Now create 3 new files (header.php, sidebar.php, footer.php) and place them in your theme directory. Next take a look at the header.php file from the Twenty Ten theme we looked at earlier. Notice all the PHP that is used in between the <head> tags. Copy that code to your new header.php file. Now open up your original HTML file and copy the code you marked off for your header (1st section) into your new header.php file (underneath the <head> section). Save and close.

Now open up your new index.php file. Copy the second part of your original HTML code, the content (2nd section) into your new index.php file. Save and close.

Getting the hang of it?

Next open up your new sidebar.php file, copy the sidebar (3rd section) of your original code into the sidebar.php file. Finally, copy the original footer (4th section) of code into your new footer.php file.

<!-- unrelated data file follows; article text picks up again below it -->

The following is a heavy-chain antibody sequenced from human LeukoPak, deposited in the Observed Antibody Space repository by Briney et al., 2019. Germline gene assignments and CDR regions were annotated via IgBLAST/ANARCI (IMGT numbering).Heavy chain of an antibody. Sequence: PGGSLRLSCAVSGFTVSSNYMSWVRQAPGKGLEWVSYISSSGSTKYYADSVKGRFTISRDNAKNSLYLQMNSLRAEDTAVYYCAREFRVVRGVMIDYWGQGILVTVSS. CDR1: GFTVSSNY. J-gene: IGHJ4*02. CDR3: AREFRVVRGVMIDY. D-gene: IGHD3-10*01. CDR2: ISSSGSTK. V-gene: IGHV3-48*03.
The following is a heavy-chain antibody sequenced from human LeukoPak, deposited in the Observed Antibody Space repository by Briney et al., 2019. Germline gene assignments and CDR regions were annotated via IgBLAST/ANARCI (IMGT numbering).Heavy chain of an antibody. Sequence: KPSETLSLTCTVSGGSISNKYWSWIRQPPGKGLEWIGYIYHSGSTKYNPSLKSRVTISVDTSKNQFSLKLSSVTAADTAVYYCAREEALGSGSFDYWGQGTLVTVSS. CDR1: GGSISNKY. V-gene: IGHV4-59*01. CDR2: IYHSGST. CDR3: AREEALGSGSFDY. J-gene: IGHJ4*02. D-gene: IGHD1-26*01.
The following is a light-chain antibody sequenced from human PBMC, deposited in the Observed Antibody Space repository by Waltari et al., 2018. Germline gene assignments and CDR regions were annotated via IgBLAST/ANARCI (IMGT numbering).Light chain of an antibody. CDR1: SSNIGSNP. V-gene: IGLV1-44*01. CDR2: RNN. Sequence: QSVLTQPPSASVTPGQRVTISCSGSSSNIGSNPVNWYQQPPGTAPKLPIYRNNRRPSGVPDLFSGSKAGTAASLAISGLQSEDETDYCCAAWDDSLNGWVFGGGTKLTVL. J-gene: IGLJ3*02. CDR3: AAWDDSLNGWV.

Put It Back Together

Your original code should now be chopped up into 4 different files (header.php, index.php, sidebar.php, footer.php). Let's put it back together using a few lines of PHP. Open up your index.php file, it should contain the HTML from the content (2nd section) of your original code. Add this line at the very top of the file:

<?php get_header(); ?>

Now go to the absolute bottom of your index.php file and add these two lines:

<?php get_sidebar(); ?>
<?php get_footer(); ?>

These 3 simple lines of PHP are telling WordPress to fetch and display your header.php, sidebar.php, and footer.php files within your index.php file. Your code is now officially put back together. Now, if you want to edit your sidebar you can just edit your sidebar.php file, instead of sorting through your index.php to find it. The same goes for your header.php and your footer.php.